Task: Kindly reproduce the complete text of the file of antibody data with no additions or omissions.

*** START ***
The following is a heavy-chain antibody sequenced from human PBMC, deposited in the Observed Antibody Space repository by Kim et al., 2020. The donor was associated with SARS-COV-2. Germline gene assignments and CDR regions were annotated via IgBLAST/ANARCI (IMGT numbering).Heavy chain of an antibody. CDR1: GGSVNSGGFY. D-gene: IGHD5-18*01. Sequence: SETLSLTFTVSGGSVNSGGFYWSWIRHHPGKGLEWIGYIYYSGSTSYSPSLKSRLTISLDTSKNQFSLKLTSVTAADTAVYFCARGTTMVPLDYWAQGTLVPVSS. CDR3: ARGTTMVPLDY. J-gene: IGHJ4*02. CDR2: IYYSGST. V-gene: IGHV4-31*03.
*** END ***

The following is a heavy-chain antibody sequenced from human PBMC, deposited in the Observed Antibody Space repository by Kim et al., 2020. The donor was associated with SARS-COV-2. Germline gene assignments and CDR regions were annotated via IgBLAST/ANARCI (IMGT numbering).Heavy chain of an antibody. CDR1: GGSVNSGGFY. D-gene: IGHD5-18*01. Sequence: SETLSLTFTVSGGSVNSGGFYWSWIRHHPGKGLEWIGYIYYSGSTSYSPSLKSRLTISLDTSKNQFSLKLTSVTAADTAVYFCARGTTMVPLDYWAQGTLVPVSS. CDR3: ARGTTMVPLDY. J-gene: IGHJ4*02. CDR2: IYYSGST. V-gene: IGHV4-31*03.